For example, I recently mocked the editors of UNC-Wilmington's student newspaper, The Seahawk, for wanting Christian organizations to sign a non-discrimination clause that would clearly trump constitutionally protected freedoms of religious expression. I jokingly suggested that the paper believes that "students who believe that rape and pedophilia are good must be allowed to join, vote, and hold office in a Christian fraternity."
Unfortunately, The Seahawk missed the sarcasm and gave this serious two-word answer: "They should." They even explained their position:
"The one incontrovertible legal point at the center of the Alpha Iota Omega debate is that AIO is an official student organization, funded by student fees. And, thank God - no pun intended - it's University policy that organizations funded by student fees should be open to all students, without discrimination of any kind. End of story."
The quote you just read shows why a university without a journalism school or a law school should not publish a student newspaper offering legal opinions. In the lawsuit filed by AIO against UNC, the Christians won an injunction against the school, just weeks before the Seahawk editorial was published. So much for that "one incontrovertible legal point."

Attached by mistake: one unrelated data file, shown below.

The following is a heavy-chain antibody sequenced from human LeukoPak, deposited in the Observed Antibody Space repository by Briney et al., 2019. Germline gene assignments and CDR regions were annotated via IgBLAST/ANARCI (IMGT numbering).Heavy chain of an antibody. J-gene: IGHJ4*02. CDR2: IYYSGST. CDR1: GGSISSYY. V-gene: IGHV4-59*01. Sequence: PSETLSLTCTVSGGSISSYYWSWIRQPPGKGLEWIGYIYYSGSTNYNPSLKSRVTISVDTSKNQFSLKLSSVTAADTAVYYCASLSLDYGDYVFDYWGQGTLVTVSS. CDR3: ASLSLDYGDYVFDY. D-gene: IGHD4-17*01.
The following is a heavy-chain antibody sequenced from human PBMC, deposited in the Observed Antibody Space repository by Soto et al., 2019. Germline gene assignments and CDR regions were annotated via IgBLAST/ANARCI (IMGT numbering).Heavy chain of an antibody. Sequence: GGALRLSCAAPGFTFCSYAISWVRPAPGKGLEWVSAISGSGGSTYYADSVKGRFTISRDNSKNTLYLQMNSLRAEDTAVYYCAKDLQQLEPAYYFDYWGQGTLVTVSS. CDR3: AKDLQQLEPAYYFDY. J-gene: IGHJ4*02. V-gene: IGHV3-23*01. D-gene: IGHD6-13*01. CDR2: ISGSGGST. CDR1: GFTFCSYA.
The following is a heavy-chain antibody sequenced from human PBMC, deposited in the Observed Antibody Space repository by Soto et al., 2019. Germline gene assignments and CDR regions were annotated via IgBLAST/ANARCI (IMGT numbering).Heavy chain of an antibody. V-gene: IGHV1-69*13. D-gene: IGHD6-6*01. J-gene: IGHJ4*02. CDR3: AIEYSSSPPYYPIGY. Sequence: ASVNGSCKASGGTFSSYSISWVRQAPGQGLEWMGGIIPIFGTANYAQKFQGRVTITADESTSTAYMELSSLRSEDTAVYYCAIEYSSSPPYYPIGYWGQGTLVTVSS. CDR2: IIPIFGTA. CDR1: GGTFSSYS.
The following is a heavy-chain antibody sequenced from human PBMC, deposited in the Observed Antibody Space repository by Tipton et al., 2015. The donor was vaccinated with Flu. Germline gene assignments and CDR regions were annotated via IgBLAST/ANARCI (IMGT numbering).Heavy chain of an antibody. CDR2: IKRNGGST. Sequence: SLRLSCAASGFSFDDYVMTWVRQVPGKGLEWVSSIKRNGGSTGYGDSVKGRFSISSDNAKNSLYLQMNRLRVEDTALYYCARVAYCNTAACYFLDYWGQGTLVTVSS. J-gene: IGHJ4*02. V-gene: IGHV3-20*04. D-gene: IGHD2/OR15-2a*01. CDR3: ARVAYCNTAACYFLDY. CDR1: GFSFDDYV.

The reason the lawsuit is going badly for UNC probably lies in the fact that those student fees came from the students in the first place. In this lawsuit, the federal judge clearly recognizes that the university's policy would require Christians who oppose rape and pedophilia to; first, pay mandatory student fees (another name for tax) to a government-run school, and then, second, agree to allow rapists and pedophiles (or anyone else) to join the group as a condition of getting the money back.
Thankfully the federal judge, unlike the UNC administration and these top-notch Seahawk reporters, understands that such a policy is absurd, not to mention totalitarian.
In addition to being bad journalists with a bad sense of humor, the Seahawk writers don't know much about history. This is shown in the following quote: "The bigger question (is): How paranoid do you have to be to believe that a group of neo-Nazis is going to take over your Christian fraternity? Clearly, if the university allows any student to join AIO, it will soon be overrun by baby-eating street thugs who (sic) vote out the Christian leadership."
That statement is problematic for two reasons. The first problem is one of historical ignorance.